Subcut the strip sets. If your original strips were 2 1/2", then cut in to 2 1/2" strips to keep them square in the end.
Step 5. Start Sewing
Sew your strips together. In the picture of the printed qr code chart shown earlier, the first strip set is dark, dark, dark, dark sewn to a dark, white, white, white.
I'm fairly retentive about matching up my points. There are a lot of them to match up in this quilt since you're dealing with squares. Your quilt will look nicer if you go the extra bit and try to match up those seams as best as you can.
Double check while sewing... I made mistakes... here is one now... fix it before you move on. You can see from the seam ripper that the row should have been a dark, white, white, white. Why I sewed a dark, white, white, dark is beyond me but I did.
If it helps you, draw a line through each strip set row as you progress so you don't lose your place. I started off doing that but once I got my rhythm going, I didn't need to keep drawing through the rows I did. After you finish the first row, move on to the next.
Since my code quilt was 33 x 33 squares I had to do some fancy sewing for the last lonely row. I simply used my strip sets horizontally instead of vertically for this row then sewed it on to the bottom of the last full 4 square high row made. Alternately, you can sew 4 rows across then sew a strip set across the bottom to make it 4 wide by 5 long. Do whatever is best for you.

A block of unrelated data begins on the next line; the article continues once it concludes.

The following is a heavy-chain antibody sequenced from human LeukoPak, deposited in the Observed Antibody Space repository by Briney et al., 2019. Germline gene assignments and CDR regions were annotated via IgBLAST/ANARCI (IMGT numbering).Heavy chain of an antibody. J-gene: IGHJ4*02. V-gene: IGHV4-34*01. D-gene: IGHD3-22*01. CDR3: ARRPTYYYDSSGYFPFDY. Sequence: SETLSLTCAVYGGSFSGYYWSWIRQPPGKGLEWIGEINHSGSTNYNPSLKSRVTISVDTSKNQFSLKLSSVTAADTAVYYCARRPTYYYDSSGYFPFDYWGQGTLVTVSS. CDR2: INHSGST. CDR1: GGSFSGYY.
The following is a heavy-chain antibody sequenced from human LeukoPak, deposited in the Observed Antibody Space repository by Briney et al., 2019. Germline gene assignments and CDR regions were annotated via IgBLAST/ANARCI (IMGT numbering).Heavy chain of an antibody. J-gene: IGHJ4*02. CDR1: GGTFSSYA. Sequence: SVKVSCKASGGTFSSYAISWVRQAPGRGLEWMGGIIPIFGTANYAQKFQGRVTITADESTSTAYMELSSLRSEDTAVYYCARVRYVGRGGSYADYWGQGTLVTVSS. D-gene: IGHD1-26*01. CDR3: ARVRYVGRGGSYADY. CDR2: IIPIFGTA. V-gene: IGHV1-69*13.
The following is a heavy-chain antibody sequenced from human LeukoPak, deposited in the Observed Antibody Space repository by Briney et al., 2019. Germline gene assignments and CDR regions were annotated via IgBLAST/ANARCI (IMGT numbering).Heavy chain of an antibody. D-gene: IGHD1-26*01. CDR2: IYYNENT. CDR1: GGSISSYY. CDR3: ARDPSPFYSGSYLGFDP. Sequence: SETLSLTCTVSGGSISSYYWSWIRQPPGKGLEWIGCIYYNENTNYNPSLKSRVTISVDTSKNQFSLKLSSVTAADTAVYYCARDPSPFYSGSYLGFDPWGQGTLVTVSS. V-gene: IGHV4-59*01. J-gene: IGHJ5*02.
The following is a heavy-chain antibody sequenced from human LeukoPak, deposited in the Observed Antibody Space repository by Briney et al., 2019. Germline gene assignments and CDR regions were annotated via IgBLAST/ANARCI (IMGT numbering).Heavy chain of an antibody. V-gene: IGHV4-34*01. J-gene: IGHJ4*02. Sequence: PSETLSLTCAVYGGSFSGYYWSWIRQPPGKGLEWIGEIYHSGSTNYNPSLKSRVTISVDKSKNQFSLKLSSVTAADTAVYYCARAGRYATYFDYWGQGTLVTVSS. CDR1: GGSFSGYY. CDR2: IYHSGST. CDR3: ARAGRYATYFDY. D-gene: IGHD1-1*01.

Step 6. Sew your finished rows in to twosies
Once you have finished all of your rows, double check your work again. I know it sounds crazy since you were checking all along. Trust me. Double check it now. I found 4 mistakes that I missed before. You don't want a typo in your code quilt! How miserable would that be? I wish I took a picture of the strips on the design wall and checked them against my phone's code app. I wonder what it would have said with the mistakes....
Once you are satisfied that your strips are 100% perfect, sew them in to twosies. Lay one strip on top of another and sew them together... Make sure that you are sewing them in the right direction. Ask me how I know to remind others about that....
I had made a mistake or two when sewing the strip sets together. It seemed that my brain would do a drop once I took the strips to the sewing machine and not remember which side needed to be sewn. Just put a safety pin in the corner that you are going to start sewing in.... no more brain freezes!
Step 7. Sew in to foursies
Once your rows are sewn in to twosies.. Below is a picture of the strips on the design wall after the twosies were sewn together. Just keep assembling it....
Step 8 - admire your work - you're done!
Okay.. technically you aren't done. You still have a bit left to do. Once your quilt top is assembled you can either go ahead and quilt it or you can add borders around it. It's entirely up to you. I chose to keep it as is and used it as is. It fit with the opposite side of my quilt. You know I love making double sided quilts! Why make one piece of art when you can do two at a time and add a bit more versatility to it.